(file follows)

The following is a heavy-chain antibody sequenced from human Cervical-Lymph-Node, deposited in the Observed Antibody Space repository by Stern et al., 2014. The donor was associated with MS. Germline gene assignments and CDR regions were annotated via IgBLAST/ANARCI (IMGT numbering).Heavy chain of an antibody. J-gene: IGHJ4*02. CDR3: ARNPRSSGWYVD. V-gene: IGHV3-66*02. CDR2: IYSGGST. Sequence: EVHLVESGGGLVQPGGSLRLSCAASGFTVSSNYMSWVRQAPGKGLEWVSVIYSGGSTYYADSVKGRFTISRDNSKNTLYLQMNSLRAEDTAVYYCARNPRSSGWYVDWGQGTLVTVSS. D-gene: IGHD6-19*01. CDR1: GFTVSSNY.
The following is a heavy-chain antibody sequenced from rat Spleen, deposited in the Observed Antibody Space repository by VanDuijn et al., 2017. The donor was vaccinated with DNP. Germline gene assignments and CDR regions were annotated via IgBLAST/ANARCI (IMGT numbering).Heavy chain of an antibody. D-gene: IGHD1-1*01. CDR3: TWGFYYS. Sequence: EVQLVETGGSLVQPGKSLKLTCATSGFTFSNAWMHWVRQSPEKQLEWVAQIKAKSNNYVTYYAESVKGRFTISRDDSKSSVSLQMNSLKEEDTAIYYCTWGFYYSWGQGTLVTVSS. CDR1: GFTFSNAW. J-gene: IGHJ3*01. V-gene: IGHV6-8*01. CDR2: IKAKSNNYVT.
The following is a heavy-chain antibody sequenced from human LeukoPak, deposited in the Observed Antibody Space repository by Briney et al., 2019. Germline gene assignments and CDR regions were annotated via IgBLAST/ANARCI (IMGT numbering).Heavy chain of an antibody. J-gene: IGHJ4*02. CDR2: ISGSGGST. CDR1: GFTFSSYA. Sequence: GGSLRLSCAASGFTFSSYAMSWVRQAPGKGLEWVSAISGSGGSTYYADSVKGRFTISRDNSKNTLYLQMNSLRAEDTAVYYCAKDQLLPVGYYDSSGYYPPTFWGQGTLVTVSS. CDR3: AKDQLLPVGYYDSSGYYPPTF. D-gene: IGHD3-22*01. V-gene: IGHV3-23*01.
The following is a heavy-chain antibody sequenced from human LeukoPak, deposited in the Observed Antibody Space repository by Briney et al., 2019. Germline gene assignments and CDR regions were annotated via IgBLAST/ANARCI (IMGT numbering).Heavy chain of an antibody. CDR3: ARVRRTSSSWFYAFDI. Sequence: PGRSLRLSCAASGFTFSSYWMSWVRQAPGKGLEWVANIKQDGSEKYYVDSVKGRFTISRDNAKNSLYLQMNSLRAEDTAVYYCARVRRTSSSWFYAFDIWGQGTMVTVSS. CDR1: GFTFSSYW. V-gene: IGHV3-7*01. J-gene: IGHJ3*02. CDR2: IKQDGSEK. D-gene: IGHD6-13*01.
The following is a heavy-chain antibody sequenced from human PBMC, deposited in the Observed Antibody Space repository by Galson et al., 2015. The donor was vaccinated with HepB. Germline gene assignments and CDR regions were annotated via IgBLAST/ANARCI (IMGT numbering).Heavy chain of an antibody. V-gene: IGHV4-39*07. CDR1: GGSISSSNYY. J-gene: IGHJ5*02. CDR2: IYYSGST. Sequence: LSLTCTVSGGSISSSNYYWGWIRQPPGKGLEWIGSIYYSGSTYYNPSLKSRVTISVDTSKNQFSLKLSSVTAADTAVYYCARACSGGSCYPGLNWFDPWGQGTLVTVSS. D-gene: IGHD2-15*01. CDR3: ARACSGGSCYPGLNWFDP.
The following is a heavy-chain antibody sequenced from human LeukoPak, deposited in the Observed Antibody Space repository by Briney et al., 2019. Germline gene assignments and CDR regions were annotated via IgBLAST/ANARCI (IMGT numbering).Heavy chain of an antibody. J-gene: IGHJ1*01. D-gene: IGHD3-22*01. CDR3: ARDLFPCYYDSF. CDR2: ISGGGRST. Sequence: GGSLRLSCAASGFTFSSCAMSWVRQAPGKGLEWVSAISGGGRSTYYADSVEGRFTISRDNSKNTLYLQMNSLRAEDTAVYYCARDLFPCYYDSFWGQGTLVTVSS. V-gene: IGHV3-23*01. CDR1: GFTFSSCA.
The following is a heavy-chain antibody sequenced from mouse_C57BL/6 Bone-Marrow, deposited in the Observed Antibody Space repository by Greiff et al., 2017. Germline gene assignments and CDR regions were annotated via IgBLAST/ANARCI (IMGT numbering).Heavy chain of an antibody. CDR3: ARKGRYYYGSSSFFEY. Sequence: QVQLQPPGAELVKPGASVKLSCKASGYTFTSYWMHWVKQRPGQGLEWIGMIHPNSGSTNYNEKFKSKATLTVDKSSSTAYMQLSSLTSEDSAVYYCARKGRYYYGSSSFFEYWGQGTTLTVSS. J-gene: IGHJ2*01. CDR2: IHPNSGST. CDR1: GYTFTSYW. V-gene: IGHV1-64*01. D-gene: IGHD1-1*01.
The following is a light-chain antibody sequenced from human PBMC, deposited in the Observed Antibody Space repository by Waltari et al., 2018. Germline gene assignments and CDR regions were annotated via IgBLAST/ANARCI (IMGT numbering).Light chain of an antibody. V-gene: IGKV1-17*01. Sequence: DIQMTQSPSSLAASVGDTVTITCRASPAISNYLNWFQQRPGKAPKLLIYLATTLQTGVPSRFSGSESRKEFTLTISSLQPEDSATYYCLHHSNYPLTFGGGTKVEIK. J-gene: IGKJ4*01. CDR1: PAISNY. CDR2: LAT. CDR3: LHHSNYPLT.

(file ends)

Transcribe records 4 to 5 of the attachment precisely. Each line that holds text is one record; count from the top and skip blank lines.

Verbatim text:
The following is a heavy-chain antibody sequenced from human LeukoPak, deposited in the Observed Antibody Space repository by Briney et al., 2019. Germline gene assignments and CDR regions were annotated via IgBLAST/ANARCI (IMGT numbering).Heavy chain of an antibody. CDR3: ARVRRTSSSWFYAFDI. Sequence: PGRSLRLSCAASGFTFSSYWMSWVRQAPGKGLEWVANIKQDGSEKYYVDSVKGRFTISRDNAKNSLYLQMNSLRAEDTAVYYCARVRRTSSSWFYAFDIWGQGTMVTVSS. CDR1: GFTFSSYW. V-gene: IGHV3-7*01. J-gene: IGHJ3*02. CDR2: IKQDGSEK. D-gene: IGHD6-13*01.
The following is a heavy-chain antibody sequenced from human PBMC, deposited in the Observed Antibody Space repository by Galson et al., 2015. The donor was vaccinated with HepB. Germline gene assignments and CDR regions were annotated via IgBLAST/ANARCI (IMGT numbering).Heavy chain of an antibody. V-gene: IGHV4-39*07. CDR1: GGSISSSNYY. J-gene: IGHJ5*02. CDR2: IYYSGST. Sequence: LSLTCTVSGGSISSSNYYWGWIRQPPGKGLEWIGSIYYSGSTYYNPSLKSRVTISVDTSKNQFSLKLSSVTAADTAVYYCARACSGGSCYPGLNWFDPWGQGTLVTVSS. D-gene: IGHD2-15*01. CDR3: ARACSGGSCYPGLNWFDP.